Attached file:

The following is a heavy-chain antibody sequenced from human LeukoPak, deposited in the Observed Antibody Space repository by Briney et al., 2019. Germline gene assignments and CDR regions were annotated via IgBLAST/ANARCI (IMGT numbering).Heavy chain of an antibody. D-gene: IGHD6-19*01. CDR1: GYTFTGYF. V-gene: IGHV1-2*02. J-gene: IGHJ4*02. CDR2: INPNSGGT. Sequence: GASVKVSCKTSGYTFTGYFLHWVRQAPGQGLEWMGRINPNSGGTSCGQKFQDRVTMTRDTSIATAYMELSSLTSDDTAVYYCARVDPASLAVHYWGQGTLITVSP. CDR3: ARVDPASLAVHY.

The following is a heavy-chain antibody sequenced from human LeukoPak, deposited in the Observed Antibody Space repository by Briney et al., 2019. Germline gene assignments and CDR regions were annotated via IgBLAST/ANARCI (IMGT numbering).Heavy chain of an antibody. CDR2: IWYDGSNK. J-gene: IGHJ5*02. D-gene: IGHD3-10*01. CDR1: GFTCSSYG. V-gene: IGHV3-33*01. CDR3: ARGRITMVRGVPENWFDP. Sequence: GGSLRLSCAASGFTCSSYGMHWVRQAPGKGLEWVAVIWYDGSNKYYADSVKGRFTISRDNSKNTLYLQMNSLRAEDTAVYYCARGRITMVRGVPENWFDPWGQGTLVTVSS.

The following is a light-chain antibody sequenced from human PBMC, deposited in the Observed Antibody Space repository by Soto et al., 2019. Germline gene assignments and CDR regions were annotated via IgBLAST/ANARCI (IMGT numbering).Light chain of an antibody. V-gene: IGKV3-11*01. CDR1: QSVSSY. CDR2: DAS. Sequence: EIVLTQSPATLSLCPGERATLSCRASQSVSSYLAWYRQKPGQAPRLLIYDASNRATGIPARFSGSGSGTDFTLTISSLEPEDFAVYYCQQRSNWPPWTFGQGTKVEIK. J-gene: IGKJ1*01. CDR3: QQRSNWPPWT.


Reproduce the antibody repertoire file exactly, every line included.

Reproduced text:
The following is a heavy-chain antibody sequenced from human LeukoPak, deposited in the Observed Antibody Space repository by Briney et al., 2019. Germline gene assignments and CDR regions were annotated via IgBLAST/ANARCI (IMGT numbering).Heavy chain of an antibody. D-gene: IGHD6-19*01. CDR1: GYTFTGYF. V-gene: IGHV1-2*02. J-gene: IGHJ4*02. CDR2: INPNSGGT. Sequence: GASVKVSCKTSGYTFTGYFLHWVRQAPGQGLEWMGRINPNSGGTSCGQKFQDRVTMTRDTSIATAYMELSSLTSDDTAVYYCARVDPASLAVHYWGQGTLITVSP. CDR3: ARVDPASLAVHY.

The following is a heavy-chain antibody sequenced from human LeukoPak, deposited in the Observed Antibody Space repository by Briney et al., 2019. Germline gene assignments and CDR regions were annotated via IgBLAST/ANARCI (IMGT numbering).Heavy chain of an antibody. CDR2: IWYDGSNK. J-gene: IGHJ5*02. D-gene: IGHD3-10*01. CDR1: GFTCSSYG. V-gene: IGHV3-33*01. CDR3: ARGRITMVRGVPENWFDP. Sequence: GGSLRLSCAASGFTCSSYGMHWVRQAPGKGLEWVAVIWYDGSNKYYADSVKGRFTISRDNSKNTLYLQMNSLRAEDTAVYYCARGRITMVRGVPENWFDPWGQGTLVTVSS.

The following is a light-chain antibody sequenced from human PBMC, deposited in the Observed Antibody Space repository by Soto et al., 2019. Germline gene assignments and CDR regions were annotated via IgBLAST/ANARCI (IMGT numbering).Light chain of an antibody. V-gene: IGKV3-11*01. CDR1: QSVSSY. CDR2: DAS. Sequence: EIVLTQSPATLSLCPGERATLSCRASQSVSSYLAWYRQKPGQAPRLLIYDASNRATGIPARFSGSGSGTDFTLTISSLEPEDFAVYYCQQRSNWPPWTFGQGTKVEIK. J-gene: IGKJ1*01. CDR3: QQRSNWPPWT.